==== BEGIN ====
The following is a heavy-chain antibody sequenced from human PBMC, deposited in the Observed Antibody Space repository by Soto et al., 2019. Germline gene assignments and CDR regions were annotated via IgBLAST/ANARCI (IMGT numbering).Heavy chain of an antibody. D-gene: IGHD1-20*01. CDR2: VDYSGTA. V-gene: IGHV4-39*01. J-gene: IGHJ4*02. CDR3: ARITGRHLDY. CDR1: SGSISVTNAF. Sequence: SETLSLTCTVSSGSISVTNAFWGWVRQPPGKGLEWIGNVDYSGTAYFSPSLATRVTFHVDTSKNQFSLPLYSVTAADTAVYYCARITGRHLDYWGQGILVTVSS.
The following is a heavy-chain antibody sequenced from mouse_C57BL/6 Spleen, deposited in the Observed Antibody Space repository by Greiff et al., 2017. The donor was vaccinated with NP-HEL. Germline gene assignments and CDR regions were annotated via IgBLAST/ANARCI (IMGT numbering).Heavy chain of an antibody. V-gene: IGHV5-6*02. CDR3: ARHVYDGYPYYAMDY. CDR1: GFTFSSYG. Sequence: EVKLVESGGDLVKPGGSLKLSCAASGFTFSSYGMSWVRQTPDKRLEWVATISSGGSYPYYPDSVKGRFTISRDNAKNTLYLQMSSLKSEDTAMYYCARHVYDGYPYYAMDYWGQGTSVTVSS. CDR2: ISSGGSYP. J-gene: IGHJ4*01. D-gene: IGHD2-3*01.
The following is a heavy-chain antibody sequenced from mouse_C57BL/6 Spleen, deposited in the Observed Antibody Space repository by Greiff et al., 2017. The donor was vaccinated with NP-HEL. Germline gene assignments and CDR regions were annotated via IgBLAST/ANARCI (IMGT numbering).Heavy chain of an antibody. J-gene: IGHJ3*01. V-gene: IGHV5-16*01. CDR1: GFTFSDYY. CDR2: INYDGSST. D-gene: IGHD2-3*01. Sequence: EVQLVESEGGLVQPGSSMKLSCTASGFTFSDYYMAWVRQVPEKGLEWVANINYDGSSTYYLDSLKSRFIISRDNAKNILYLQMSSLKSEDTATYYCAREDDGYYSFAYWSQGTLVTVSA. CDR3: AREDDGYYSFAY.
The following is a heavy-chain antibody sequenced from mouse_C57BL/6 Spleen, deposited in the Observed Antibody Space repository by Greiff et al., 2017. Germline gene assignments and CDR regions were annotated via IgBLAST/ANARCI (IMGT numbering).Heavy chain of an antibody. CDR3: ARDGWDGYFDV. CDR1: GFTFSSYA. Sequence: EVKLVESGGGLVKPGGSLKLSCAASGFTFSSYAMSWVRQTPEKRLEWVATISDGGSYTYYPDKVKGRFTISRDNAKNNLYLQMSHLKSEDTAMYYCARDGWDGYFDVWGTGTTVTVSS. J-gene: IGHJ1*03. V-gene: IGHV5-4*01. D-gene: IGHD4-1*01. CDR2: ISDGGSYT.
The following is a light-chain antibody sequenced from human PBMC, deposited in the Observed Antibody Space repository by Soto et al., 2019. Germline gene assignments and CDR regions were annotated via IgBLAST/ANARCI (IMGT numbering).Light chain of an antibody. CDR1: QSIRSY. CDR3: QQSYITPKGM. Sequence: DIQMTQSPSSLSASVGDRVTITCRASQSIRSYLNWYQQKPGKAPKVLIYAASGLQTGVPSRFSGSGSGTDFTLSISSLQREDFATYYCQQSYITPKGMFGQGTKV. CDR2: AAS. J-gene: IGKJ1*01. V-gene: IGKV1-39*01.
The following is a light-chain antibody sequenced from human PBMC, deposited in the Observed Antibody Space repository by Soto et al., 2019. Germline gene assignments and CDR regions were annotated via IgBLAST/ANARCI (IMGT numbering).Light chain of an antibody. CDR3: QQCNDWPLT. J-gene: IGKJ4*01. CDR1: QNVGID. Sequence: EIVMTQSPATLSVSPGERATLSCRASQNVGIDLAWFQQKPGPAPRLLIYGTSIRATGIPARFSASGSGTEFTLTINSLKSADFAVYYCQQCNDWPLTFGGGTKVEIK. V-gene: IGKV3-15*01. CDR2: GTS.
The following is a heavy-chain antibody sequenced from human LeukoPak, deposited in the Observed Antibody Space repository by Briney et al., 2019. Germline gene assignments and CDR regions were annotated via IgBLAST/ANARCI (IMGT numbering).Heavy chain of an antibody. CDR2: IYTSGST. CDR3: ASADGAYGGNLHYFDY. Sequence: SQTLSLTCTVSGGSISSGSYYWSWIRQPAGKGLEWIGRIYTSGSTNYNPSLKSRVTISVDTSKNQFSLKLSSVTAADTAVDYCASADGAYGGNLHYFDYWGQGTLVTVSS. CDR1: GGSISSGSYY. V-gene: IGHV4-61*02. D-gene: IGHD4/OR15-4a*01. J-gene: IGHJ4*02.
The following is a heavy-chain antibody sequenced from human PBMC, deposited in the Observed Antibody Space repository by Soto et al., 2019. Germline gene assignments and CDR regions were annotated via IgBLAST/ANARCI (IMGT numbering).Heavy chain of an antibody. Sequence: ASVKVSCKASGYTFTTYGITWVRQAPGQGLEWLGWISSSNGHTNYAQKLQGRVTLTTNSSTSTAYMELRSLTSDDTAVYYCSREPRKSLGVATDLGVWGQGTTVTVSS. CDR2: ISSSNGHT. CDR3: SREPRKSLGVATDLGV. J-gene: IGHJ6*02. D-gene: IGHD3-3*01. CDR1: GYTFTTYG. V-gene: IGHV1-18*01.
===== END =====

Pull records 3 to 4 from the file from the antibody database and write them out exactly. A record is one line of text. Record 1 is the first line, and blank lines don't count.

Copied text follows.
The following is a heavy-chain antibody sequenced from mouse_C57BL/6 Spleen, deposited in the Observed Antibody Space repository by Greiff et al., 2017. The donor was vaccinated with NP-HEL. Germline gene assignments and CDR regions were annotated via IgBLAST/ANARCI (IMGT numbering).Heavy chain of an antibody. J-gene: IGHJ3*01. V-gene: IGHV5-16*01. CDR1: GFTFSDYY. CDR2: INYDGSST. D-gene: IGHD2-3*01. Sequence: EVQLVESEGGLVQPGSSMKLSCTASGFTFSDYYMAWVRQVPEKGLEWVANINYDGSSTYYLDSLKSRFIISRDNAKNILYLQMSSLKSEDTATYYCAREDDGYYSFAYWSQGTLVTVSA. CDR3: AREDDGYYSFAY.
The following is a heavy-chain antibody sequenced from mouse_C57BL/6 Spleen, deposited in the Observed Antibody Space repository by Greiff et al., 2017. Germline gene assignments and CDR regions were annotated via IgBLAST/ANARCI (IMGT numbering).Heavy chain of an antibody. CDR3: ARDGWDGYFDV. CDR1: GFTFSSYA. Sequence: EVKLVESGGGLVKPGGSLKLSCAASGFTFSSYAMSWVRQTPEKRLEWVATISDGGSYTYYPDKVKGRFTISRDNAKNNLYLQMSHLKSEDTAMYYCARDGWDGYFDVWGTGTTVTVSS. J-gene: IGHJ1*03. V-gene: IGHV5-4*01. D-gene: IGHD4-1*01. CDR2: ISDGGSYT.